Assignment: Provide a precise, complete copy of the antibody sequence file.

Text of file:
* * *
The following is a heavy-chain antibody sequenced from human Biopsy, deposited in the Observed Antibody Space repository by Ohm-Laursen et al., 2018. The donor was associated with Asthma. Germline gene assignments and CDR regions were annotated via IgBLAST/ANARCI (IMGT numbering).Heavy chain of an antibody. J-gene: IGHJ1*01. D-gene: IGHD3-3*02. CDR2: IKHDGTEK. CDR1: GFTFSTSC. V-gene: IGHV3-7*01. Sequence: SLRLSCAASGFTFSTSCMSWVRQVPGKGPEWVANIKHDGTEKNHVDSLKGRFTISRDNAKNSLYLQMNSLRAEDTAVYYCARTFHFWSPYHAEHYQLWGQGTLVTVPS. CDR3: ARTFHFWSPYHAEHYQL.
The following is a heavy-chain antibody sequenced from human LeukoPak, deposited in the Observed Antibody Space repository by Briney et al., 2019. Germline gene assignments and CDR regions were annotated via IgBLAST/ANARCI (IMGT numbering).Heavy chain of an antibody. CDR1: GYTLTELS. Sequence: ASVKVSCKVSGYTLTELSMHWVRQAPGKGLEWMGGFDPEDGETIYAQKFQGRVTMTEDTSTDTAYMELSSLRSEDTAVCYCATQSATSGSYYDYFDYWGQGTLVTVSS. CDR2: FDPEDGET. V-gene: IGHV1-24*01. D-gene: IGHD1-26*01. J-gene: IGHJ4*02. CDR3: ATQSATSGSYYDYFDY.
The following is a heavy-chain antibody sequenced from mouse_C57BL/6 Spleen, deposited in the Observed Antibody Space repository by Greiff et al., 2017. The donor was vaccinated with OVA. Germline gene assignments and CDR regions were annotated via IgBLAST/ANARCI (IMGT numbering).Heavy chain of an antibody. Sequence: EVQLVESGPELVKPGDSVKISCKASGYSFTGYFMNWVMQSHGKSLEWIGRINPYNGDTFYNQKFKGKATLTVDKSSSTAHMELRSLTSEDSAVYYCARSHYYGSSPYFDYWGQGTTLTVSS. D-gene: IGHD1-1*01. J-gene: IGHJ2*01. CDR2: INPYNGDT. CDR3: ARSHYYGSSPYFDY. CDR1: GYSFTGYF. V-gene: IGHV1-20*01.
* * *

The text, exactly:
The following is a heavy-chain antibody sequenced from human Biopsy, deposited in the Observed Antibody Space repository by Ohm-Laursen et al., 2018. The donor was associated with Asthma. Germline gene assignments and CDR regions were annotated via IgBLAST/ANARCI (IMGT numbering).Heavy chain of an antibody. J-gene: IGHJ1*01. D-gene: IGHD3-3*02. CDR2: IKHDGTEK. CDR1: GFTFSTSC. V-gene: IGHV3-7*01. Sequence: SLRLSCAASGFTFSTSCMSWVRQVPGKGPEWVANIKHDGTEKNHVDSLKGRFTISRDNAKNSLYLQMNSLRAEDTAVYYCARTFHFWSPYHAEHYQLWGQGTLVTVPS. CDR3: ARTFHFWSPYHAEHYQL.
The following is a heavy-chain antibody sequenced from human LeukoPak, deposited in the Observed Antibody Space repository by Briney et al., 2019. Germline gene assignments and CDR regions were annotated via IgBLAST/ANARCI (IMGT numbering).Heavy chain of an antibody. CDR1: GYTLTELS. Sequence: ASVKVSCKVSGYTLTELSMHWVRQAPGKGLEWMGGFDPEDGETIYAQKFQGRVTMTEDTSTDTAYMELSSLRSEDTAVCYCATQSATSGSYYDYFDYWGQGTLVTVSS. CDR2: FDPEDGET. V-gene: IGHV1-24*01. D-gene: IGHD1-26*01. J-gene: IGHJ4*02. CDR3: ATQSATSGSYYDYFDY.
The following is a heavy-chain antibody sequenced from mouse_C57BL/6 Spleen, deposited in the Observed Antibody Space repository by Greiff et al., 2017. The donor was vaccinated with OVA. Germline gene assignments and CDR regions were annotated via IgBLAST/ANARCI (IMGT numbering).Heavy chain of an antibody. Sequence: EVQLVESGPELVKPGDSVKISCKASGYSFTGYFMNWVMQSHGKSLEWIGRINPYNGDTFYNQKFKGKATLTVDKSSSTAHMELRSLTSEDSAVYYCARSHYYGSSPYFDYWGQGTTLTVSS. D-gene: IGHD1-1*01. J-gene: IGHJ2*01. CDR2: INPYNGDT. CDR3: ARSHYYGSSPYFDY. CDR1: GYSFTGYF. V-gene: IGHV1-20*01.